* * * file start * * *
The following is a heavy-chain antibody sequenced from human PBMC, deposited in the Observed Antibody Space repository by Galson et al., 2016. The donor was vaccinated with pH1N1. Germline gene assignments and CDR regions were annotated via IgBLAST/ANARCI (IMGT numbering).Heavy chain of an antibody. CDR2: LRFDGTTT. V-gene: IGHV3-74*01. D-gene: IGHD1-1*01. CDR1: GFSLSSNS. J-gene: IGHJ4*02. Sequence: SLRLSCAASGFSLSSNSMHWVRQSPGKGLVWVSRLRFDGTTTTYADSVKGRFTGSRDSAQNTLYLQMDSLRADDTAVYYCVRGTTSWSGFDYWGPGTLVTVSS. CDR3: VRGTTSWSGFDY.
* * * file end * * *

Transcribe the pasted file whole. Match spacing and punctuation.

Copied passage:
The following is a heavy-chain antibody sequenced from human PBMC, deposited in the Observed Antibody Space repository by Galson et al., 2016. The donor was vaccinated with pH1N1. Germline gene assignments and CDR regions were annotated via IgBLAST/ANARCI (IMGT numbering).Heavy chain of an antibody. CDR2: LRFDGTTT. V-gene: IGHV3-74*01. D-gene: IGHD1-1*01. CDR1: GFSLSSNS. J-gene: IGHJ4*02. Sequence: SLRLSCAASGFSLSSNSMHWVRQSPGKGLVWVSRLRFDGTTTTYADSVKGRFTGSRDSAQNTLYLQMDSLRADDTAVYYCVRGTTSWSGFDYWGPGTLVTVSS. CDR3: VRGTTSWSGFDY.